What’s more important to you – privacy or personalisation?
The rise in online shopping means more and more people are making online transactions instead of buying items in-store, and consumers want to have a personalised experience with the brands they love, even though they aren’t interacting with them in person.
Shoppers want access to innovative new mobile applications, the latest digital tools and features, as well as useful and relevant content.
But the irony is that people often shy away from giving out their own personal information. So how can you get consumers to give up their details so you can provide them with the personalised experience they’re looking for?
A recent study by Accenture discussed the concept of “The Everyday Bank”, a theory that banks need to create useful online tools that are helpful to their target audience’s everyday lives, instead of focusing solely on their banking products and transactions.
The study found that in terms of sharing personal data, people trust banks the most. The 41 per cent of those who trust banks contrasts starkly to the 5-14 per cent who trust social networking sites such as Facebook and Twitter most with their information.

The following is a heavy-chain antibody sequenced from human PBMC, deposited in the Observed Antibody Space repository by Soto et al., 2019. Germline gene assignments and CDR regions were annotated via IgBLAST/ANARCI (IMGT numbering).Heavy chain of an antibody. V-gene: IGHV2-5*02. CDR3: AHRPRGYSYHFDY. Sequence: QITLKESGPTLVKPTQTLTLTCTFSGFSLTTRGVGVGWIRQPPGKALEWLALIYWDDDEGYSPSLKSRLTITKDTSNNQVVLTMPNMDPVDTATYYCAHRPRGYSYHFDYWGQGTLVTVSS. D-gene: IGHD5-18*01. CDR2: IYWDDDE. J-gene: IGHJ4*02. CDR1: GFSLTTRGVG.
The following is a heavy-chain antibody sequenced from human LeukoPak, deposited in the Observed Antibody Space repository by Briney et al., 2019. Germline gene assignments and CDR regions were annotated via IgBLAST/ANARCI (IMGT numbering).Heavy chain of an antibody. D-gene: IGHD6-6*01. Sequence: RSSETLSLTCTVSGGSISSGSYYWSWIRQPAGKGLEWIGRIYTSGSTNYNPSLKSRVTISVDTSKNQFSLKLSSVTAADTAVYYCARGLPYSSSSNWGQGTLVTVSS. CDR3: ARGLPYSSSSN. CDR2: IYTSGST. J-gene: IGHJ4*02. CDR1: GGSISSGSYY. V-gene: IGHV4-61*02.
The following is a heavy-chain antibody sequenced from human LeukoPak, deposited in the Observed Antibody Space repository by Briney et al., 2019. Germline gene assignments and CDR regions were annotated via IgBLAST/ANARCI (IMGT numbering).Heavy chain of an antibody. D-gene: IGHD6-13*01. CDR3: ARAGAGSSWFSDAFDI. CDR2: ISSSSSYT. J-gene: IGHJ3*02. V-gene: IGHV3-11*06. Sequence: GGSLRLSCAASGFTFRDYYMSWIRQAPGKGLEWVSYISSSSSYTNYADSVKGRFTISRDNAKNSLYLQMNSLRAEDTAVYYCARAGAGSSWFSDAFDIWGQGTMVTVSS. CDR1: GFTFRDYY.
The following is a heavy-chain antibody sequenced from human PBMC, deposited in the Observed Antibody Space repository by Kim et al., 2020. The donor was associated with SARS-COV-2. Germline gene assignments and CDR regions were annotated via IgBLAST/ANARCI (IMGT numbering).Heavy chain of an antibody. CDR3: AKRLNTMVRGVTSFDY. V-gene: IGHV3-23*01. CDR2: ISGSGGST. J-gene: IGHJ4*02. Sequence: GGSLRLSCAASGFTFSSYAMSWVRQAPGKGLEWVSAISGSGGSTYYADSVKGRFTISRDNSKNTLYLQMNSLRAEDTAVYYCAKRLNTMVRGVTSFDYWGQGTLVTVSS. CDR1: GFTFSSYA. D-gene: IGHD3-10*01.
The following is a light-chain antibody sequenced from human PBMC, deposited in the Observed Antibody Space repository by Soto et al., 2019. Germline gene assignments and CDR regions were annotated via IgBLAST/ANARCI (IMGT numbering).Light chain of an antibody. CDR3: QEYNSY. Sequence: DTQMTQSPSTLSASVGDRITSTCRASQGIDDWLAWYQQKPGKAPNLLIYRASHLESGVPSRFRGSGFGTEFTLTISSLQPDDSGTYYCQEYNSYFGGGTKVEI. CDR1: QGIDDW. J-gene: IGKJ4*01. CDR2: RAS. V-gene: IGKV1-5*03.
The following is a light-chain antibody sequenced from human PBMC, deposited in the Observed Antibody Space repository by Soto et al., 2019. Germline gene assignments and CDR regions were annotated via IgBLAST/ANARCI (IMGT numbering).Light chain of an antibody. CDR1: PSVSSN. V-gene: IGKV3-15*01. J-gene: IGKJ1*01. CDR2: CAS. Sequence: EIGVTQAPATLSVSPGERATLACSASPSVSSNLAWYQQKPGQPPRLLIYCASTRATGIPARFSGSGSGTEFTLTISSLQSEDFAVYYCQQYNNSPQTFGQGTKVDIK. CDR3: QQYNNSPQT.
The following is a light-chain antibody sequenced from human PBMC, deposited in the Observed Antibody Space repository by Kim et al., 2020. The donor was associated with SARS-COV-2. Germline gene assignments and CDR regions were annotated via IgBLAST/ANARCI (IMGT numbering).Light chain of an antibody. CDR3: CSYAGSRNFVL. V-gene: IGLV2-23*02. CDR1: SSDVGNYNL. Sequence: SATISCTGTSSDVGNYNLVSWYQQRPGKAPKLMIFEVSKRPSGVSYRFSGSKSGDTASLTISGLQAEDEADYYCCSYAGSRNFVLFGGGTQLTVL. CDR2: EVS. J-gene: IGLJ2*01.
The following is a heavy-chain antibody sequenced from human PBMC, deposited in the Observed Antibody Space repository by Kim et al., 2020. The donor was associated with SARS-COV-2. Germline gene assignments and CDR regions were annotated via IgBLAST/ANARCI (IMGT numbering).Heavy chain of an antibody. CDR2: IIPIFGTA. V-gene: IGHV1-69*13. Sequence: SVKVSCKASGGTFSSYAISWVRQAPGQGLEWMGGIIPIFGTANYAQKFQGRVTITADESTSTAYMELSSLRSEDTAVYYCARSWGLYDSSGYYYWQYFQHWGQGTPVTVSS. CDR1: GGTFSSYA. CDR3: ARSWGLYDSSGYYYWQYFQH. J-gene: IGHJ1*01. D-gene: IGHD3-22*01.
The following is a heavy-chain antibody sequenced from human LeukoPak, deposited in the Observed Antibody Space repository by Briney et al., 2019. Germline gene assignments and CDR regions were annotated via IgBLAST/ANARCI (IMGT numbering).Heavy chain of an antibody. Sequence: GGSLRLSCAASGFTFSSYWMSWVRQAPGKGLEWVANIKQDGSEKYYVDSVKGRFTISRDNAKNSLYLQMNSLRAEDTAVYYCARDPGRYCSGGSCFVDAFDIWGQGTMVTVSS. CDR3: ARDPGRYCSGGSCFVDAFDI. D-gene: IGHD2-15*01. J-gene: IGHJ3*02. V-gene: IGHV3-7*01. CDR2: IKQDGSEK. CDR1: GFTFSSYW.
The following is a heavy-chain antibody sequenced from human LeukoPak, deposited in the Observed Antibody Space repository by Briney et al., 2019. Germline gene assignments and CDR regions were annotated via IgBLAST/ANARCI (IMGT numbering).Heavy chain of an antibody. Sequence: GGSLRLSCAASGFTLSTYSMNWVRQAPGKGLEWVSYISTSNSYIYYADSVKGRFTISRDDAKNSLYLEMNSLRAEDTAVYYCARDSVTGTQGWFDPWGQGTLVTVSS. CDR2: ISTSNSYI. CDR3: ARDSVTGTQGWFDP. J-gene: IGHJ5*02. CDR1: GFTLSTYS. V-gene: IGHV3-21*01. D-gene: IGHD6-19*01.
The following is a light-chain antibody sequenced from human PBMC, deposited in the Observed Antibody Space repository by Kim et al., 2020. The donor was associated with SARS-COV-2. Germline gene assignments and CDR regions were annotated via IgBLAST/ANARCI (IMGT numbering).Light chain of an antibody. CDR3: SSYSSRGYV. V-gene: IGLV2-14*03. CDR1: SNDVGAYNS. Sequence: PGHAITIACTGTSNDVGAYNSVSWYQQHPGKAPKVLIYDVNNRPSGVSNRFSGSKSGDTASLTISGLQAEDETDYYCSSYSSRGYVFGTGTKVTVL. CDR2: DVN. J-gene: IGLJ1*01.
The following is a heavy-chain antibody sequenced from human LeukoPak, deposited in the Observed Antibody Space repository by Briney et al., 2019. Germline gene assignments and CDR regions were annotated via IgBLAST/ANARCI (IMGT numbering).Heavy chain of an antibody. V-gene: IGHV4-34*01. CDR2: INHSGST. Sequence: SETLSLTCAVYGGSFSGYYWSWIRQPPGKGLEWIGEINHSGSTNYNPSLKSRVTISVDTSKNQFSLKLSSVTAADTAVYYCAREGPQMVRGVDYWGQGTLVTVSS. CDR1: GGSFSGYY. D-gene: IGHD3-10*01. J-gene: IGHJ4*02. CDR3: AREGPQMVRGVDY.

The best way companies can get consumers to give up their personal information is by offering some sort of incentive. The study found that 70 per cent of respondents would give up their personal information to a company if they were given added services or discounts.
However, respondents were far more skeptical if this data was to be shared with a third party, with the percentage then dropping to 26 per cent.
Brands trying to personalise their mobile presence may struggle even more – consumers are especially precious about sharing personal info from their mobile devices.
In particular, mobile users don’t feel comfortable sharing their locations and are concerned that doing so will decrease their device’s battery life, according to a recent study by ExactTarget.
But of those who revealed their location to brands, 73 per cent said they found it helpful, and 76 per cent said the feature makes the content they receive more meaningful.
Although the battle is not easily won, brands wanting to connect with modern-day consumers need to develop a strategy that will entice consumers to give out their personal information.
Posted by Dylan Brown